From the SEM images, it is possible to observe a good distribution of 1 μm Al2O3 particles in the surface of the covered 3D structure (Figure 7(a)) and also a good distribution inside of the porous structure (Figures 7(b) and 7(c)). The presence of Al2O3 is negligible in the inner part of the 3D porous structure (Figure 7(d)), with a value of 0,6% (wt) of Al shown in the EDX studies compared to 25,1% (wt) of Al obtained in the structures impregnated shown in Figures 7(b) and 7(c).

Figure 7: SEM images and EDX data of Al2O3-impregnated samples following procedure 2 (Table 1) with 30 s of impregnation time. (a) SEM image of surface of the covered 3D structure. ((b) and (c)) SEM image showing a good distribution of Al2O3 inside the porous structure. (d) SEM image of the inner part of the supporting CaSO4 porous structure.

Once the 3D printed structures (Figures 3(a) and 3(b)) have been impregnated with Al2O3 and fired at 1200°C, an activation process with the photocatalytic material must be performed. A cement-based material was used to fix the TiO2 powder to the 3D structure producing an A3DS and then 3 photocatalytic experiments were carried to analyze the photocatalytic behavior of the 3D-TiO2 structure under UV light.

Figure 8 shows the result of the photocatalytic performance under UV light radiation. The temporal evolution of the concentration of the MB as contaminant model showed that MB achieves 46.6% of conversion with the irradiation time after 4 h. This value proves that the 3D supporting structure can be effectively used as a support for photocatalytic materials; however, the degree of conversion can be considered relatively low and hence a more optimized structure, possibly with geometries maximizing illumination of the active area and/or improvement of the active area, should be fabricated.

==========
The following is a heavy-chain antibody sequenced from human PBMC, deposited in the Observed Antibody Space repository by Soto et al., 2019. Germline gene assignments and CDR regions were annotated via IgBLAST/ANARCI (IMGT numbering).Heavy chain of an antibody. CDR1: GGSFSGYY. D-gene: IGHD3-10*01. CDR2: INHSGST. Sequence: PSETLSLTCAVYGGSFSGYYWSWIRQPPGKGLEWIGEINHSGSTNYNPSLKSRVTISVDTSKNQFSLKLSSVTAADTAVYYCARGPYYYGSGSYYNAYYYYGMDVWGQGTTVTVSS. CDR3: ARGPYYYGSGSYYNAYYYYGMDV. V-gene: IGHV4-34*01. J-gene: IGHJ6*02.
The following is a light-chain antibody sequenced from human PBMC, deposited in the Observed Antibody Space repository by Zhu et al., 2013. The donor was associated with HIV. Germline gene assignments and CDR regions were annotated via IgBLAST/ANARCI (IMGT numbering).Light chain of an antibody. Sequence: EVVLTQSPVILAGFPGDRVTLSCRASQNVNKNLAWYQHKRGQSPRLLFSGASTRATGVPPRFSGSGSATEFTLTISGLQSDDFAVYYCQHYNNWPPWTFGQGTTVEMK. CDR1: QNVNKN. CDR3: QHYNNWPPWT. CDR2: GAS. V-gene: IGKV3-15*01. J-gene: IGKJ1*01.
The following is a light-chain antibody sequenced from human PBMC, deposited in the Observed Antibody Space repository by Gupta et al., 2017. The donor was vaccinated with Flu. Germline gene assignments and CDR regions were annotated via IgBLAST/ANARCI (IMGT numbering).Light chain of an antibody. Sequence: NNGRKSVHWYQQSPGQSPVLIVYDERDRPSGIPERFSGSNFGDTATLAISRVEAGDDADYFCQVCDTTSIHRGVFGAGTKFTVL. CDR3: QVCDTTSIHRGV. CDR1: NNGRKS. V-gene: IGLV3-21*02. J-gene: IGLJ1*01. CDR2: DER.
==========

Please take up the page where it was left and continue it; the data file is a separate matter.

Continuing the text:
Figure 8: Temporal evolution of MB removal during photocatalytic experiments under UV light irradiation using 3DAS fabricated with the first route (Section 2.2).

Indeed, just modifying the geometrical surface from plain surface to twisted one produces an enhancement of more than 6% in the conversion of MB (Figure 9), that is, from 46.6 to 52.6%, after 4 h.

Figure 9: Simple 3D models of two types of geometrical surfaces printed to verify how the surface design can modify the photocatalytic experiments.
3.2. Route 2: Impregnation with Silica Nanoparticles (Ludox)

Another way to improve the efficiency is to minimize the distortion of the surface of the 3D printed structures by the impregnated particles. The deposition of microsized Al2O3 solid particles, previously described, may decrease the available surface area to be covered with the photocatalyst and hence an alternative way to improve the mechanical stability of the 3D printed structures with a minimal distortion of the 3D surface is required. This can be achieved by using a solution of silica nanoparticles (Ludox) which can be easily infiltrated through the whole porous structure as described in the experimental section, Section 2.2, route 2.

Several tests were performed to optimize the Ludox : water ratio, drying steps, and firing temperature. For example, Figure 10 shows 3D impregnated samples exhibiting a good distribution of micro/nanoparticles of silica when the final firing temperature was maintained below 600°C. At higher temperatures, the 3D porous CaSO4 structure disappears as well as the silica agglomerates; thus the final temperature was kept at 600°C.